A message to an officeholder can travel by very different modes to get to its final destination. There’s no clear-cut intake process from one chamber to the next, or at the local, state, or federal levels of government.
The intake process relies on the preference of the legislator and how she or he rates constituent communications. But assigning a value to each correspondence or points based on scoring by trained staff isn’t ideal when it comes to constituent communications. Moreover, rejecting form messaging altogether limits the input of some activists and groups.
Advocacy technology is improving and so should the intake process inside government. Communications can be filtered, and constituents versus non-constituents can be identified in most cases. This is an acceptable and necessary barrier between constituent and an elected official.
Staff serve a valuable role in filtering and processing this information. The volume issue has made this task even more challenging and a few bad apples trying to game the system hasn’t helped the overall constituent intake process run any smoother in recent years.
Now, it’s impossible to respond to all constituents without some type of automation in the shape of a “form message.” If we find it acceptable for an elected official to send an automated communication back to the constituent, why not allow receipt of the same?
For those sending messages to elected officials, it’s commonplace in most research and most commentary in the advocacy conference circuit that form letters aren’t the most effective means of advocating for a position. But certain groups have invested a lot of money, time, and resources in building a grassroots army.
They tactically hope to leverage their numbers to exert influence over the legislative process. Someone that signs a petition walking out of the subway is still invoking efficacy and rendering a political opinion. Someone that fills in their personal information to send a form message to Congress is also taking that first step on the ladders of engagement.
Nearly everyone can agree that an authentic message written by a constituent is the gold standard for electronic advocacy communication. For a variety of reasons, many Americans won’t take the extra time to write an email or letter to Congress that is purely genuine or without the talking points of an organization that they support.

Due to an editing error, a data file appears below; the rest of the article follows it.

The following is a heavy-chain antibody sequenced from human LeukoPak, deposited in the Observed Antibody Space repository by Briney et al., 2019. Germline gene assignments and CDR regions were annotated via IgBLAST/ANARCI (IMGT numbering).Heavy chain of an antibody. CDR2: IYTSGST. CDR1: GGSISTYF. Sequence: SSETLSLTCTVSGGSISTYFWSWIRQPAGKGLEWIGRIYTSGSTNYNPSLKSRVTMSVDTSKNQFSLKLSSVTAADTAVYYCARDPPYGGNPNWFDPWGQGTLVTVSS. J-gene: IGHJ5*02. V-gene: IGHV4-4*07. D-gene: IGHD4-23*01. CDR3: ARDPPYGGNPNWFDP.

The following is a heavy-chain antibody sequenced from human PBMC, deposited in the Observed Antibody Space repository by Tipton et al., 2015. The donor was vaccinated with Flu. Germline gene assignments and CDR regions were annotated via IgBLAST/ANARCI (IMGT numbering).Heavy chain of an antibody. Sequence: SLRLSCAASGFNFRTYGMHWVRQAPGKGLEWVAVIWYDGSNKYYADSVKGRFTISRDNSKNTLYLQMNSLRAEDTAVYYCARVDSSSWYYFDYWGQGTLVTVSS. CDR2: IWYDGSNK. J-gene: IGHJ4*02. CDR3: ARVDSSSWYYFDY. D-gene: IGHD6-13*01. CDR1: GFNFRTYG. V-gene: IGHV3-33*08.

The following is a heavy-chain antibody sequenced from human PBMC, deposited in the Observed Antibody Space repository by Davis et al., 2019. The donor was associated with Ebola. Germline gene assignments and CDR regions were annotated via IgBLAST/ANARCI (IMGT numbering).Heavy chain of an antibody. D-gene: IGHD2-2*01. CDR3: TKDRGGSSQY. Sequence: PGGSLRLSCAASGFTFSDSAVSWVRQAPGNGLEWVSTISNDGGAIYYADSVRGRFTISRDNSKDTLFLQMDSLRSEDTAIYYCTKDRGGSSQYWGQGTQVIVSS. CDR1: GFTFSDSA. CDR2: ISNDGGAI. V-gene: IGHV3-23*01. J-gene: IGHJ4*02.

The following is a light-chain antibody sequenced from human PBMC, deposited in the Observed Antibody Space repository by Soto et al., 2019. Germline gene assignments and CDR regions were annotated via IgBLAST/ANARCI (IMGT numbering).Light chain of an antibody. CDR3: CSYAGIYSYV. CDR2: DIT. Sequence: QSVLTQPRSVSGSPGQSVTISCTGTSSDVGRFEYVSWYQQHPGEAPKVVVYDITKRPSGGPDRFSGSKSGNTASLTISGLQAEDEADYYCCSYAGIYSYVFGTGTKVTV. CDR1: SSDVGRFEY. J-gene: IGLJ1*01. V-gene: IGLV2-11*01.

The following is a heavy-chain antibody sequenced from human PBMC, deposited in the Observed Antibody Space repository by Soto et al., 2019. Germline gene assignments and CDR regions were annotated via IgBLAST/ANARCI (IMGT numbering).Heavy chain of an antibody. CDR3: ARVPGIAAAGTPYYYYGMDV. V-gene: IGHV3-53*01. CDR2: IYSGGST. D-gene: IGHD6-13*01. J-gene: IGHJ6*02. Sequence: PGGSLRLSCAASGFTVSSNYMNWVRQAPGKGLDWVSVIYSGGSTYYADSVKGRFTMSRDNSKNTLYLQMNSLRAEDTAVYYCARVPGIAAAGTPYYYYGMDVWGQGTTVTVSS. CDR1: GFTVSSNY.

Dismissing a form letter altogether or ranking it with a zero score doesn’t account for the initiative taken by the advocate to express their views on an issue. These people are engaging at the most basic level, aren’t apolitical, and in many cases, are heeding the advice and strategy of organizations that they support.
A core function of associations is to provide advocacy strategy and that may translate into creating an action alert with a form letter and succinct talking points. This strategic decision to choose a form message by the association shouldn’t result in penalizing advocates who responded by dismissing their opinion altogether.
The crux of the argument is that constituent communication is a complicated process where it’s unacceptable to neglect form messaging all together because of volume issues. That’s a mistake. This is still a widespread grassroots tactic and one that can be used to build and train advocates to step up into more intensive advocacy roles further along in the legislative process.
Joshua Habursky is assistant vice president of advocacy at the Independent Community Bankers of America, chairman of the Grassroots Professional Network, contributing editor to Campaigns & Elections and an adjunct professor at George Washington University’s Graduate School of Political Management.